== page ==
6. Calculate thresholds based on the bookmarks set, across all experts
  7. If needed, discuss results and perform a second round

Example of the Bookmark Method

If there are four competency levels such as the NAEP example, then SMEs need to set up three bookmarks in-between: first bookmark is set after the last item in a row that fits the minimally competent candidate for the first level, then second and third. There are thresholds/cutscores from 1 to 2, 2 to 3, and 3 to 4. SMEs perform this individually without discussion, by reading the items.

When all SMEs have provided their opinion, the standard setting coordinator combines all results into one spreadsheet and leads the discussion when all participants express their opinion referring to the bookmarks set. This might look like the sheet below. Note that SME4 had a relatively high standard in their mind, while SME2 had a low standard in their mind – placing virtually every student above an IRT score of 0.0 into the top category!

bookmark method 1

After the discussion, the SMEs are given one more opportunity to set the bookmarks again. Usually, after the exchange of opinions, the picture alters. SMEs gain consensus, and the variation in the graphic is reduced.  An example of this is below.

bookmark method 2

What do to with the results?

Based on the SMEs’ voting results, the coordinator or psychometrician calculates the final thresholds on the IRT scale, and provides them to the analytical team who would ultimately prepare reports for the assessment across competency levels. This might entail score reports to examinees, feedback reports to teachers, and aggregate reports to test sponsors, government officials, and more.

You can see how the scientific approach will directly impact the interpretations of such reports. Rather than government officials just knowing how many students scored 80-90% correct vs 90-100% correct, the results are framed in terms of how many students are truly proficient in the topic. This makes decisions from test scores – both at the individual and aggregate levels – much more defensible and informative.  They become truly criterion-referenced.  This is especially true when the scores are equated across years to account for differences in examinee distributions and test difficulty, and the standard can be demonstrated to be stable.  For high-stakes examinations such as medical certification/licensure, admissions exams, and many more situations, this is absolutely critical.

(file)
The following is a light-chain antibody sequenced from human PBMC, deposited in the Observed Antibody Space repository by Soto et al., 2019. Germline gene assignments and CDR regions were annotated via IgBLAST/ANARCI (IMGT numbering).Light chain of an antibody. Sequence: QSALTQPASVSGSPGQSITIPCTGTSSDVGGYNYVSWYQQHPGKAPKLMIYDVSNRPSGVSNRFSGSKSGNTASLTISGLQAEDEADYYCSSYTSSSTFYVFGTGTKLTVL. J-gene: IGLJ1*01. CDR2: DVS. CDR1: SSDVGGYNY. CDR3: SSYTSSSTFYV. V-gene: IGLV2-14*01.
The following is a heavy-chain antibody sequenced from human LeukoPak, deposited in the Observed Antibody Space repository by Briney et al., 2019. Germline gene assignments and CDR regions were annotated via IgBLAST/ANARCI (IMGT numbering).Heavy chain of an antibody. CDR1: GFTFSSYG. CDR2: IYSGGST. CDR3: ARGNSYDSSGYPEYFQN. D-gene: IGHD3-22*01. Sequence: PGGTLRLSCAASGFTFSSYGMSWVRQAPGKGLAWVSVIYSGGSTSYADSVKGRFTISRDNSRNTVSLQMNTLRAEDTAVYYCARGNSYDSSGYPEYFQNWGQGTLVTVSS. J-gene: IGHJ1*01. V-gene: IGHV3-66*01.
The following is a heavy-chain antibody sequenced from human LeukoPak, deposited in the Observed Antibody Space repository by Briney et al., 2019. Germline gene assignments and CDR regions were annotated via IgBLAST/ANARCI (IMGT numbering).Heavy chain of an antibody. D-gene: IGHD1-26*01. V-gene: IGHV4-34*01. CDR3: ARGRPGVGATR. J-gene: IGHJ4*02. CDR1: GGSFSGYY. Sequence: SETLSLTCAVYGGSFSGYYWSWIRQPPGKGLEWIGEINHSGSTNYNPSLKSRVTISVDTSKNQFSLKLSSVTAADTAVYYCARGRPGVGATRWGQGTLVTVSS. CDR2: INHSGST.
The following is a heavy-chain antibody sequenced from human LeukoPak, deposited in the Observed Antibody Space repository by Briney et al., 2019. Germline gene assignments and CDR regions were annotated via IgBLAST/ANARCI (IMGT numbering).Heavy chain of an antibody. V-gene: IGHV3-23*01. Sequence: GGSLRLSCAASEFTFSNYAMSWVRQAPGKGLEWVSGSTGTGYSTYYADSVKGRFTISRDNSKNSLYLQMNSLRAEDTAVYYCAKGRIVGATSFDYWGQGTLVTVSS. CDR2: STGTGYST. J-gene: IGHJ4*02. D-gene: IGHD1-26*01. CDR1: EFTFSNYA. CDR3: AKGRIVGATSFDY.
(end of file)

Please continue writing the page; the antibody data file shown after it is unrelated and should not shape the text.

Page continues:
Want to talk to an expert about implementing this for your exams?  Contact us.


[AERA, APA, & NCME] (American Educational Research Association, American Psychological Association, & National Council on Measurement in Education). (2014). Standards for educational and psychological testing. Washington, DC: American Educational Research Association.

Bejar, I. I. (2008). Standard setting: What is it? Why is it important. R&D Connections, 7, 1-6. Retrieved from

Buckendahl, C. W., Smith, R. W., Impara, J. C., & Plake, B. S. (2000). A comparison of Angoff and Bookmark standard setting methods. Paper presented at the Annual Meeting of the Mid-Western Educational Research Association, Chicago, IL: October 25-28, 2000.

Cizek, G., & Bunch, M. (2006). Standard Setting: A Guide to Establishing and Evaluating Performance Standards on Tests.  Thousand Oaks, CA: Sage.

Cizek, G. J. (2007). Standard setting. In Steven M. Downing and Thomas M. Haladyna (Eds.) Handbook of test development. Mahwah, NJ: Lawrence Erlbaum Associates, Publishers, pp. 225-258.

Hambleton, R. K. (2013). Setting performance standards on educational assessments and criteria for evaluating the process. In Setting performance standards, pp. 103-130. Routledge. Retrieved from

Karantonis, A., & Sireci, S. (2006). The Bookmark Standard‐Setting Method: A Literature Review. Educational Measurement Issues and Practice 25(1):4 – 12.